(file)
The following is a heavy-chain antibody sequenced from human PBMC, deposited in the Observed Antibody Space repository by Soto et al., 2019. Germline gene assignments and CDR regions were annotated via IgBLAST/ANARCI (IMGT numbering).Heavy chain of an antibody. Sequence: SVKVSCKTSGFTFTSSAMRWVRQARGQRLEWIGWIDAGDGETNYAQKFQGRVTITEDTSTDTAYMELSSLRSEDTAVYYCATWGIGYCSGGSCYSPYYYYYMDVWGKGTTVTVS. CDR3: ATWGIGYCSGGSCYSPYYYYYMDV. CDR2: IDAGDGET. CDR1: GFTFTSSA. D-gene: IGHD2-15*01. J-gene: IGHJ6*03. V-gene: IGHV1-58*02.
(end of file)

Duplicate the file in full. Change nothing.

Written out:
The following is a heavy-chain antibody sequenced from human PBMC, deposited in the Observed Antibody Space repository by Soto et al., 2019. Germline gene assignments and CDR regions were annotated via IgBLAST/ANARCI (IMGT numbering).Heavy chain of an antibody. Sequence: SVKVSCKTSGFTFTSSAMRWVRQARGQRLEWIGWIDAGDGETNYAQKFQGRVTITEDTSTDTAYMELSSLRSEDTAVYYCATWGIGYCSGGSCYSPYYYYYMDVWGKGTTVTVS. CDR3: ATWGIGYCSGGSCYSPYYYYYMDV. CDR2: IDAGDGET. CDR1: GFTFTSSA. D-gene: IGHD2-15*01. J-gene: IGHJ6*03. V-gene: IGHV1-58*02.